That little stick had changed it all. Given her life purpose. It was as if her Abuelita and perfect lover had conspired to keep her safe. She had told her mother of her pregnancy, watched the look of shocked worry on the woman’s face. She was not sure which of them were more relieved when she announced that she would be keeping the diner, staying here.
She had quit university. Between the diner and pregnancy, she did not have enough energy for anything more. Crawling into bed, the bed they had shared that night, exhausted, hugging her growing baby as she fell asleep.
But that was the past. And her present was held in those blue depths and the little girl in her trembling hands. Her future uncertain.
She forced a reassuring smile, “It’s okay, sweetie. I’m sure he understands. Why don’t you go home with Alison? See if DeShawn has leveled up yet? I’ll be home in time to tuck you in as always.”
Her daughter nodded as she turned back to her father, “I hope you feel better soon.”
Alicia barely contained her tears as she nodded towards her friend and employee, who, despite the questions and concern in her eyes, followed her orders. Quickly bundling her daughter out the door to the house down the street that had been her grandmother’s, but like this place had been hers for seven years.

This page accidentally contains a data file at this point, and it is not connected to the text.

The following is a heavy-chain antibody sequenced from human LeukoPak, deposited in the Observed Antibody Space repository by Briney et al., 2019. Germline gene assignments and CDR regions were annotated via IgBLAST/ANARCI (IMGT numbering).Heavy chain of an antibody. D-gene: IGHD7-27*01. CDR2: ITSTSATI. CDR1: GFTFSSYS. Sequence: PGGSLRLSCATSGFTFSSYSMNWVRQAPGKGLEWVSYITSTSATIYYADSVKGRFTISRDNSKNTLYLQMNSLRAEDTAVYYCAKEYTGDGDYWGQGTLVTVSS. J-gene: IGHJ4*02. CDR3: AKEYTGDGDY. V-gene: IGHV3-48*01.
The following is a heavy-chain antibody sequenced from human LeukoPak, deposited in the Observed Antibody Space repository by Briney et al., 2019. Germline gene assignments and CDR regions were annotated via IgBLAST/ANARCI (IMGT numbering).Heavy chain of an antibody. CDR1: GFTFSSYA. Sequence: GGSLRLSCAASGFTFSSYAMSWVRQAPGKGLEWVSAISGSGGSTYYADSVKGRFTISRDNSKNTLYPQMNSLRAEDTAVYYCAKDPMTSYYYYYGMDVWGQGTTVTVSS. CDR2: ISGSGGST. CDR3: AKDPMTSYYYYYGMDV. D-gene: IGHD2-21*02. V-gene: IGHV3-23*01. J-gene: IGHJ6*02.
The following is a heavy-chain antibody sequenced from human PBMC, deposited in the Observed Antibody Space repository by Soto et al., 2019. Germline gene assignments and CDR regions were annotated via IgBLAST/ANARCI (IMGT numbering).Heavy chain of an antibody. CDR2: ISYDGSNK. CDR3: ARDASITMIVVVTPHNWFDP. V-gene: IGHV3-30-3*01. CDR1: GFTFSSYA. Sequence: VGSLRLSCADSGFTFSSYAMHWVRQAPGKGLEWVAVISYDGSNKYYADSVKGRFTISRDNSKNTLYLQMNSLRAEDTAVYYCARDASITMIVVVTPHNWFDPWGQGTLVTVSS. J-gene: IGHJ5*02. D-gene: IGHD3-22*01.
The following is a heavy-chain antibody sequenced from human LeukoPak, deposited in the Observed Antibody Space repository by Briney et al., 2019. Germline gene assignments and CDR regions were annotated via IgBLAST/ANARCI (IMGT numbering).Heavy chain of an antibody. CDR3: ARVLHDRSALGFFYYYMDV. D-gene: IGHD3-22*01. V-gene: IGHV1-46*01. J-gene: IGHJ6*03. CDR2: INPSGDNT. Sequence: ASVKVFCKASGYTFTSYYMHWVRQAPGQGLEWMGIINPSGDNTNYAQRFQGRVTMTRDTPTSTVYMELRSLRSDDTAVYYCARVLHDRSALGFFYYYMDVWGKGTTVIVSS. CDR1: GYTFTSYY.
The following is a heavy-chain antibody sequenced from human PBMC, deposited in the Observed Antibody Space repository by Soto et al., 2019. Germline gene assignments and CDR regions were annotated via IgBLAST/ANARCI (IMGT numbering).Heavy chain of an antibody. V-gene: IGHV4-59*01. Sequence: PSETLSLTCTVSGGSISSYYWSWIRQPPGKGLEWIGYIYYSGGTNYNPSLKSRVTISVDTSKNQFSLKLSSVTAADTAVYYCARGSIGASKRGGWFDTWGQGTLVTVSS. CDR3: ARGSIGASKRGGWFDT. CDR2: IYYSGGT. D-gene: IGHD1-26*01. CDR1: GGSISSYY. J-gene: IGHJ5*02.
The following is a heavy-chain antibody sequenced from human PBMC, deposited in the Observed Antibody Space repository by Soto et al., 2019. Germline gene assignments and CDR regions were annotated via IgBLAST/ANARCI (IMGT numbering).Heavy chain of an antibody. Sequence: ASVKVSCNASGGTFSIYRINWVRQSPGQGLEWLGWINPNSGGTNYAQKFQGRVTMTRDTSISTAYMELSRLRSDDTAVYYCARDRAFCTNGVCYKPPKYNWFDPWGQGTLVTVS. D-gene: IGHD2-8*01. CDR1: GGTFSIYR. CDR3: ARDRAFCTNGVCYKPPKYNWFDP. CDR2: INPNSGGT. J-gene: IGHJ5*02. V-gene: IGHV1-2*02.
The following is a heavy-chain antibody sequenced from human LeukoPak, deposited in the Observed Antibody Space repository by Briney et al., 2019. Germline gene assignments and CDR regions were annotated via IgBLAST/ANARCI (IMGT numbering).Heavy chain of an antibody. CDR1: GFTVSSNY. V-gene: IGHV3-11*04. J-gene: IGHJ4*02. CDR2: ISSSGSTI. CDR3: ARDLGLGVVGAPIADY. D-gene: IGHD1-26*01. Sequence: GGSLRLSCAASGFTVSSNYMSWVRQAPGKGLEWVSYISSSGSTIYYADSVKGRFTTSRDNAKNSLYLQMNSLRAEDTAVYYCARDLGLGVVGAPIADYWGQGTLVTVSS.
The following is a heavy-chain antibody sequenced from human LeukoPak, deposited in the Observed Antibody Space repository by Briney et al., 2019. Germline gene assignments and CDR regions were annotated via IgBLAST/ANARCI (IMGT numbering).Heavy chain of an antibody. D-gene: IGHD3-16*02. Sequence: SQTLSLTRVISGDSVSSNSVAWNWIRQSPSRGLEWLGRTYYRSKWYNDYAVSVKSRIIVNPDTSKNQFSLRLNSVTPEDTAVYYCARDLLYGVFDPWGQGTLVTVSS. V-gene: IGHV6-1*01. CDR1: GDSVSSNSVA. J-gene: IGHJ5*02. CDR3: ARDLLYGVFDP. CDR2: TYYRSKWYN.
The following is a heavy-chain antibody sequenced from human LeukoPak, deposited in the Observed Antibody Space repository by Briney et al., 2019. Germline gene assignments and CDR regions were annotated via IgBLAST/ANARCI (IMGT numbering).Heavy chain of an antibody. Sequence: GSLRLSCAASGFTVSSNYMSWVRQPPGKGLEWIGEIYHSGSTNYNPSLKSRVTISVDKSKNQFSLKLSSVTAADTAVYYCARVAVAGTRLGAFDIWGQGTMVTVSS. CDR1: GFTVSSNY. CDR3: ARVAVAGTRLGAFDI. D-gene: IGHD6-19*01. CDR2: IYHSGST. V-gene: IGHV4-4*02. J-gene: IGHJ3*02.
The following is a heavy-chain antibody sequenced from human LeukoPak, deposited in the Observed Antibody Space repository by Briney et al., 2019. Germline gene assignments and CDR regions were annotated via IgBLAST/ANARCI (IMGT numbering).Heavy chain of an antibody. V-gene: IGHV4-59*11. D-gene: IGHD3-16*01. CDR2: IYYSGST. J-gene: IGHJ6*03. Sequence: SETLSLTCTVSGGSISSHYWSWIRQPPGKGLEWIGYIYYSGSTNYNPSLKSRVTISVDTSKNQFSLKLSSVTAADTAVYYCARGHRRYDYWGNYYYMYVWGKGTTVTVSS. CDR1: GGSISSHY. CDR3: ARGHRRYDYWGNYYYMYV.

Alicia said a silent prayer to the woman. What she would give for just a few moments of her Abuelita’s practical wisdom right now. It all came down to – what now?
Did he recognize her? Did he suspect that Hope was his child? What do you say to the perfect lover who returns after so long? Obviously, his life had changed as much as hers. What was the right thing to say or do now?
Alicia closed her eyes and prayed for wisdom as she picked up the towel and began to wipe down the counter where Hope and Steve had left their bowls. She snuck glances at him as he pushed the pie around his plate, took the occasional sip of coffee.
The scars marred the handsome face that she had studied as he slept that night. She supposed they would frighten or disgust some people, make most others uncomfortable. But that was not what upset her.
It was what she should do now that continued to plague her as the man pushed the plate away. The man? The father of her child. The perfect lover. The only man she had been with in close to a decade. And he was still – the man.
Would he forever be nothing more? He looked up and asked, “What do I owe you?”
Before she could stop them, the words burst from her lips, “It’s on the house. My way of showing our gratitude for all you did.”